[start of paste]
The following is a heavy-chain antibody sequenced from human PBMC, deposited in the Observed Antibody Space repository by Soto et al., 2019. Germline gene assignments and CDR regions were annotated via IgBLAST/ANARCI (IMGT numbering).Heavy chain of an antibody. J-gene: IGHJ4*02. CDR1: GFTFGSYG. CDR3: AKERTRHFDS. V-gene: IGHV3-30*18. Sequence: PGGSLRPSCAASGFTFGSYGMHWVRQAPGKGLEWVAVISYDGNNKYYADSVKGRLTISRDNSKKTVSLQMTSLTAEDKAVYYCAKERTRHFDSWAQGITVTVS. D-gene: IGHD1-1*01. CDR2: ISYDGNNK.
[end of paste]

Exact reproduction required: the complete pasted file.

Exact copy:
The following is a heavy-chain antibody sequenced from human PBMC, deposited in the Observed Antibody Space repository by Soto et al., 2019. Germline gene assignments and CDR regions were annotated via IgBLAST/ANARCI (IMGT numbering).Heavy chain of an antibody. J-gene: IGHJ4*02. CDR1: GFTFGSYG. CDR3: AKERTRHFDS. V-gene: IGHV3-30*18. Sequence: PGGSLRPSCAASGFTFGSYGMHWVRQAPGKGLEWVAVISYDGNNKYYADSVKGRLTISRDNSKKTVSLQMTSLTAEDKAVYYCAKERTRHFDSWAQGITVTVS. D-gene: IGHD1-1*01. CDR2: ISYDGNNK.